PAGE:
MCN Blogs
David Poland

By David Poland

Weekend Estimates by Klady – 10/04/09

Not much to chew on here. Meatballs and the Toy Stories remind us all of why family films are the best business is Hollywood these days… making Disney’s move away from them ongoingly curious.
The Hangover got to $275 million… amazing… and its last 5/0 landmark.
Without anything else to do, Paramount’s gentle push-along of Paranormal Activity is both impressive and irrelevant at the same time. They are doing a really nice job of bringing out their niche core. But the notion that this film is going to turn into a bigger phenom seems less and less likely each week. People wanted to see Blair Witch because they didn’t know what it was. When they hear “it’s the next Blair Witch,” the response from many people is something to the effect of, “Really? Did they tape this one off of YouTube?”
The per-screen on A Serious Man is fine… tells us nothing… great film, but 6 theaters filled with Jews is not a telling achievement. (i was one of them yesterday)

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22 Responses to “Weekend Estimates by Klady – 10/04/09”

  1. J says:

    Loved the Gervais film so much, may be my favorite live-action comedy since Groundhog Day. It’s hardly flawless, but a the reviews seem perplexed by both its tone and audacity. I don’t think people expected a gentle fable. Really stands out in an era of constant obnoxiousness. There will be a group of people who treasure this one beyond weekly box office reports.

  2. movieman says:

    You may be right about “Paranormal Activity,” Dave…and you’re definitely right about the Coen Bros. film. I’d be shocked if the latter ever makes it to my whitebread enclave of NE Ohio.
    While “A Serious Man” will go down as one of the Coen’s most beloved films–at least among the hardcore fans who get the chance to see it–it’ll surely be one of their lowest-grossing releases to date, too.
    Kind of surprised that Paramount hasn’t already made any major expansion plans re: “PA.”
    I still think this upcoming Friday–or October 30th–would be their best bet to take their burgeoning grassroots mini-phenom nat’l.

  3. Don Murphy says:

    Yeaah yeah yeah
    get on with the Finke/New Yorker takedown

  4. Foamy Squirrel says:

    “6 theaters filled with Jews is not a telling achievement. (i was one of them yesterday)”
    *gasp* Is Poland trying to tell us he’s secretly a…

  5. Joe Leydon says:

    Did something today I haven’t done (outside of a film festival)in ages — saw three movies back to back at a megaplex: Julie & Julia, Whip It and Zombieland. Enjoyed all three, for different reasons. And was pleasantly surprised to see that, even after all these weeks, Julia still drew a decent crowd.

  6. LYT says:

    It’s “I Hope They Serve Beer in Hell,” not Heaven.
    Unless that’s some kind of subtle commentary?

  7. chris says:

    You sure seem obsessed with the box office of the Coens even though they’re filmmakers who do not pursue the box office, movieman. “Serious Man” is not going to be a smash — and was clearly never intended to be — but you might want to check some of those lowest-ever grosses. It’ll end up going fairly wide and it’s not going to be among them.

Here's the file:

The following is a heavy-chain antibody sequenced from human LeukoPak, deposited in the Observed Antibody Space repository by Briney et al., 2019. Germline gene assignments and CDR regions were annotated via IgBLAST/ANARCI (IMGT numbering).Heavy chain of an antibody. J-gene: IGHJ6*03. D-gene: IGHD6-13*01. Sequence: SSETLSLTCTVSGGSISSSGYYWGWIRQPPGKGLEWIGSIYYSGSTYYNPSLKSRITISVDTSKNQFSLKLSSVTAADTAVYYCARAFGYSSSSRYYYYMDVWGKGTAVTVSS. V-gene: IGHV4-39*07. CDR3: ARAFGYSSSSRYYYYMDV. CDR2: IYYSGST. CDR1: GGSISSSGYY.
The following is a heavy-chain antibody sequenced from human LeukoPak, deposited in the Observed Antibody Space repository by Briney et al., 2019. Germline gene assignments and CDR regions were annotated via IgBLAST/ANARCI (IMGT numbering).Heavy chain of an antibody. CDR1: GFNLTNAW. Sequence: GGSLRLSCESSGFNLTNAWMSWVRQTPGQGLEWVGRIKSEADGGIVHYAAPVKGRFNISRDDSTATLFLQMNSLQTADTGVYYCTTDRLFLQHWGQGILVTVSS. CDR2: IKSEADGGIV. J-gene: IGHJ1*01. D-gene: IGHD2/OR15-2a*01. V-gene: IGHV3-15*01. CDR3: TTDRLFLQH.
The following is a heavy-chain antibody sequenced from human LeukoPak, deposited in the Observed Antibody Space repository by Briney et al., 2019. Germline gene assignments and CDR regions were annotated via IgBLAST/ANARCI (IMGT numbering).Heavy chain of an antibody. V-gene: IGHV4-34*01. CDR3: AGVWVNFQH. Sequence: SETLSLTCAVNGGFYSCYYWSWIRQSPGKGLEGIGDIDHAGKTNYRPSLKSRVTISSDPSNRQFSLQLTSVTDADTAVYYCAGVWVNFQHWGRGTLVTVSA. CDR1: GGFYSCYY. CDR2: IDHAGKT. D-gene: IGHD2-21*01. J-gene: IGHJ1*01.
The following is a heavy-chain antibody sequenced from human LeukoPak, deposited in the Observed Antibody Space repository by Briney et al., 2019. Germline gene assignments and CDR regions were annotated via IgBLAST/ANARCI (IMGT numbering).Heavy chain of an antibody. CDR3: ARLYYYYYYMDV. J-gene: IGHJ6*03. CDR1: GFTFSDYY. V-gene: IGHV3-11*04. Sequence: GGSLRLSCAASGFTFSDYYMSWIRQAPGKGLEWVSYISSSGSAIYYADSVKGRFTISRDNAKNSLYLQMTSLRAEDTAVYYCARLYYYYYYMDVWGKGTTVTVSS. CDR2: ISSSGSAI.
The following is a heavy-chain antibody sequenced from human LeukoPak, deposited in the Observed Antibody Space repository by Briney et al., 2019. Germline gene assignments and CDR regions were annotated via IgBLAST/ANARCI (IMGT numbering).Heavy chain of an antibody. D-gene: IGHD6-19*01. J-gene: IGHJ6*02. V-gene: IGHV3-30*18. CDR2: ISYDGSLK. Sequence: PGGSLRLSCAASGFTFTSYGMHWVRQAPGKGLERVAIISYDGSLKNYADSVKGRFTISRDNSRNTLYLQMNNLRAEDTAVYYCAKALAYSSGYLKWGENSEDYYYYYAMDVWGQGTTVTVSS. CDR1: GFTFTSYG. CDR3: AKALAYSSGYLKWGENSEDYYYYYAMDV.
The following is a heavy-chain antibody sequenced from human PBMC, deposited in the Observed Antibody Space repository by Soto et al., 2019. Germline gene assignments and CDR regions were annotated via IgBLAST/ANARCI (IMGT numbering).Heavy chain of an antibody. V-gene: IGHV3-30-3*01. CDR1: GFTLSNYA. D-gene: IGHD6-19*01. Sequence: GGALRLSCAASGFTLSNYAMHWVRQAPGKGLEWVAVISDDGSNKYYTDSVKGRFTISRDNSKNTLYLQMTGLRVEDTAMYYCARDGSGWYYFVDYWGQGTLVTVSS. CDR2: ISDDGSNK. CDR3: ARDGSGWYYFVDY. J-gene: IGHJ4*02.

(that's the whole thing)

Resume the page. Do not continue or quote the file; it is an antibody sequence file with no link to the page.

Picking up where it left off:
8. a_loco says:

    I think a round of applause is in order for Trailer Park Boys 2. $2.3 mil is a very impressive number for a Canadian film.

  9. movieman says:

    I’m hardly obsessed, Chris.
    I was just commenting on the fact that “A Serious Man” will play more like (typical) Coen niche fare: “The Man Who Wasn’t There,” “Barton Fink,” etc., than one of their more recent “breakout” hits.
    It will definitely separate the Coen-come-latelys from fans like me who were there from the beginning.

  10. chris says:

    I guess it doesn’t amount to an obsession, but your early comments about “No Country,” as I recall, were about how it was going to fall short at the box office, as well. Just seems curious.

  11. movieman says:

    I’m just puzzled that some people think the Coens have to subscribe to the Hollywood norm by churning out all-demographic-friendly $100+ blockbuster franchises, or risk being perceived as “failures.”
    I love that the Coens will never make a film that comes anywhere close to grossing $100-million; and yet still manage to find financing every turn at bat.
    I wish there were more (American) filmmakers like them.

  12. leahnz says:

    me too

  13. christian says:

    Yet their last two pictures were both box-office hits. And NCFOM still made 74 million here, 162 million world-wide, which is amazing. And hopeful.

  14. leahnz says:

    hey movieman, ‘no country’ made well over 100 mil! (162 mil is pretty damn spiffy)
    this is NOT a dig at movieman whom i adore but just in general:
    why is the box office take from ‘the rest of the world’ even still afforded such ‘separate’ status from the US domestic take (and often even omitted altogether when discussing a film’s ‘success’)?